The Costa Rica News (TCRN) – Around 350 protesters who oppose the construction of the hydroelectric Brazilian Belo Monte dam, blocked the main road through the Amazon to protest the controversial dam constructed in the middle of the largest rainforest in the world.
The protesters, who claim to belong to groups affected by the work, confirmed that they will keep blocking the Transamazónica until the people responsible for the construction start several mitigation actions which they have been involved and have not yet been implemented.
“Many of our rights are being denied by the arrogance and failure of Northern Energy,” said the Movement of Victims of Hydro Electric in a statement.
The demonstration joins the blockade to one of the entrances to the works of Belo Monte that has been maintained by a group of Indians, who also protest for alleged promises unfulfilled by North Energy.
“We join the just fight of the Indians of the Xingu region (against hydroelectric) and we believe that their reason is ours.”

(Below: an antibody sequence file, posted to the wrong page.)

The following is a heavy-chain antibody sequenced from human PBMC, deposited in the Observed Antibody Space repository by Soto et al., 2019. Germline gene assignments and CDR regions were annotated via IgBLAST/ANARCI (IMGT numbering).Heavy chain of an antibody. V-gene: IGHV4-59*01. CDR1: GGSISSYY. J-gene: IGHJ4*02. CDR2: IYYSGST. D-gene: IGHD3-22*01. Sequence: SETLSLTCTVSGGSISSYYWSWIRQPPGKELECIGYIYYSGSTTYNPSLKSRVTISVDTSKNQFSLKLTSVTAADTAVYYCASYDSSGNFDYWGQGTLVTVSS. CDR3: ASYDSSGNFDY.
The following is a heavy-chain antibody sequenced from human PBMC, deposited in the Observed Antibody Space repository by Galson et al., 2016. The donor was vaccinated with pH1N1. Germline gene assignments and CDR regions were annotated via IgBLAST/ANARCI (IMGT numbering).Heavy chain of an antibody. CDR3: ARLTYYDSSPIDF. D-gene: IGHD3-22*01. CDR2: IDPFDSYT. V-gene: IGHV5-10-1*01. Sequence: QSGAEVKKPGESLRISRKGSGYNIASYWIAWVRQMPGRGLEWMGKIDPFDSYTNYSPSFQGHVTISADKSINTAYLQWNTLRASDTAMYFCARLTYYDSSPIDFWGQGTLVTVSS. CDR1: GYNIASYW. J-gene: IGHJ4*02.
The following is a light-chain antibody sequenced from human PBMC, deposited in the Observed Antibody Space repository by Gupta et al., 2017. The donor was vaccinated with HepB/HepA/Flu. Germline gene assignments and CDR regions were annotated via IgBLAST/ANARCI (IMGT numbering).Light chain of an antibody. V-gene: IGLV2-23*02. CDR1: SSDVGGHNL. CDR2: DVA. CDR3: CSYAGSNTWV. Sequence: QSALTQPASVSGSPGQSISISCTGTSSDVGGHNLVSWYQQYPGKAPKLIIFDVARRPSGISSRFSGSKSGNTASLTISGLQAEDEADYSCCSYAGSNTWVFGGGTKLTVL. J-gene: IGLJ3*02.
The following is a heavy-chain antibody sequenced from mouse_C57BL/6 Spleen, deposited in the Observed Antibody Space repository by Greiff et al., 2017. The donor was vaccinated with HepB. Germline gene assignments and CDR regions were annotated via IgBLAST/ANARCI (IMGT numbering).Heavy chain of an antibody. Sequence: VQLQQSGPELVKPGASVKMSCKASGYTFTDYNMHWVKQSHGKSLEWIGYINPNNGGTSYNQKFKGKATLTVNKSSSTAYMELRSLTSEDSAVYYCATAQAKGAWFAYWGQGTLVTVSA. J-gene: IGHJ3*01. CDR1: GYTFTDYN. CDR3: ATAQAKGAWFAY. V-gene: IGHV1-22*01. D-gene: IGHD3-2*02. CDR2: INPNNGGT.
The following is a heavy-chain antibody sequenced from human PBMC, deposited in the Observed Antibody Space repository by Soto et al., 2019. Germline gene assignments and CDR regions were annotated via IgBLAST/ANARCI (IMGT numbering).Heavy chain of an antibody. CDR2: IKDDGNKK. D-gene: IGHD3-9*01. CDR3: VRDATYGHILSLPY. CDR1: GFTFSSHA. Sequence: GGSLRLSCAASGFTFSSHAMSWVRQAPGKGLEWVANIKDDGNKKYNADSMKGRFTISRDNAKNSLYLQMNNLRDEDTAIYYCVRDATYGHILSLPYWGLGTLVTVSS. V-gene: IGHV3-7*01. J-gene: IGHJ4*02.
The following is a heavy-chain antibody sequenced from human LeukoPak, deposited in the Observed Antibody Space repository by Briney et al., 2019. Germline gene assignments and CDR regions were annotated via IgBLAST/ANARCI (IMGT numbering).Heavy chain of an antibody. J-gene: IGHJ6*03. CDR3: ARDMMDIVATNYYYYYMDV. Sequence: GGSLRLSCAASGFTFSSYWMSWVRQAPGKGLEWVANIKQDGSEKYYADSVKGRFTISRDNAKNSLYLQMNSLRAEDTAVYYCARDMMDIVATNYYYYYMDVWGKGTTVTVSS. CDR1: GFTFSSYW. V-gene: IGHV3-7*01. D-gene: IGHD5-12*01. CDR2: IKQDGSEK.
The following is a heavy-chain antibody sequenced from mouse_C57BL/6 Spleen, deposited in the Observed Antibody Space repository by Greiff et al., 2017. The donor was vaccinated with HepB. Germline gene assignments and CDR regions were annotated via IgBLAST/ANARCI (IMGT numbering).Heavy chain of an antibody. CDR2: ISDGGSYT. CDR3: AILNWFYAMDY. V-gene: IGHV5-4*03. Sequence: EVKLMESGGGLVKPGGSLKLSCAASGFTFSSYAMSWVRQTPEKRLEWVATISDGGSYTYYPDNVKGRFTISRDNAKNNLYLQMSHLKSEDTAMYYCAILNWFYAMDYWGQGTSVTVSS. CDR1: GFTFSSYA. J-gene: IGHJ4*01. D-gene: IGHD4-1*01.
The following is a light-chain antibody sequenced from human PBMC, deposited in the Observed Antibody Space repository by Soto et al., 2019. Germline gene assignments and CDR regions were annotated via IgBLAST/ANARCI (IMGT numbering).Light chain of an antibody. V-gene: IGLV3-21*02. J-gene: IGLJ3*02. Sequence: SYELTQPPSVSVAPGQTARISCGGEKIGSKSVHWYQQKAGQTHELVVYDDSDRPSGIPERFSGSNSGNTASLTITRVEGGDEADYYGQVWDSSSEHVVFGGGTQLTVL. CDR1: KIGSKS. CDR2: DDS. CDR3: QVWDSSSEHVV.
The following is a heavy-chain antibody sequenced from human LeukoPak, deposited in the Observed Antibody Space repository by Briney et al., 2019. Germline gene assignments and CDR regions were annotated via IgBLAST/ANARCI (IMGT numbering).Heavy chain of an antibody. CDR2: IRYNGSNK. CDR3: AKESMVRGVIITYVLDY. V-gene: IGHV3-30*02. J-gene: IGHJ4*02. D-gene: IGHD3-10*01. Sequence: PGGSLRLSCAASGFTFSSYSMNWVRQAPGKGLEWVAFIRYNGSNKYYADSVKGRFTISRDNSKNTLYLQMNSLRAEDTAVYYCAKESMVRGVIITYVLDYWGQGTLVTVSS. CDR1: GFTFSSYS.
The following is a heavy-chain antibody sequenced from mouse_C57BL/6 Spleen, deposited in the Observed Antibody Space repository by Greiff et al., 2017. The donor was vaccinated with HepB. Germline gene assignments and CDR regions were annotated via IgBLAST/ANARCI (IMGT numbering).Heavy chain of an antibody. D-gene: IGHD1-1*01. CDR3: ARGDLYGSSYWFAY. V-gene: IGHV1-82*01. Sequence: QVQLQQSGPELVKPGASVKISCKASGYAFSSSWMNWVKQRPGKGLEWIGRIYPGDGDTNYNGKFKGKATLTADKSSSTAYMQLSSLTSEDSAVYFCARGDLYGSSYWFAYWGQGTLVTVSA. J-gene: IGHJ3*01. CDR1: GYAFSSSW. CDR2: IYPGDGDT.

The protesters are demanding that North Energy builds “quality” houses for the people who had to leave their homes and that they offer public services, schools, health clinics and commercial areas on the relocation premises that is being provided to the victims.
They also require that the electric company includes in their lists of beneficiaries dozens of families living in the region that have not yet been recognized as displaced by hydropower.
Another claim is an indemnity payment to persons who have temporarily lost their livelihoods as a result of the works, such as fishermen and taxi drivers.
Belo Monte will be the third largest dam in the world, which began in March 2011 in the town of Altamira (Pará), despite the resistance of the Indians, farmers, fishermen and environmentalists, who are concerned about the impact of the project in the Amazon.
The work required the displacement of between 16,000 and 25,000 people, according to various calculations.
The construction work was interrupted several times by judicial determinations, strikes by workers building the dam and manifestations of the victims.
Belo Monte, put up on the Xingu River, a tributary of the Amazon and that covers 506 square kilometers of forest, will have a capacity of 4,571 megawatts average generation time and will reach a top of 11,233 megawatts in times of river flooding.
The Costa Rica News (TCRN)
San Jose, Costa Rica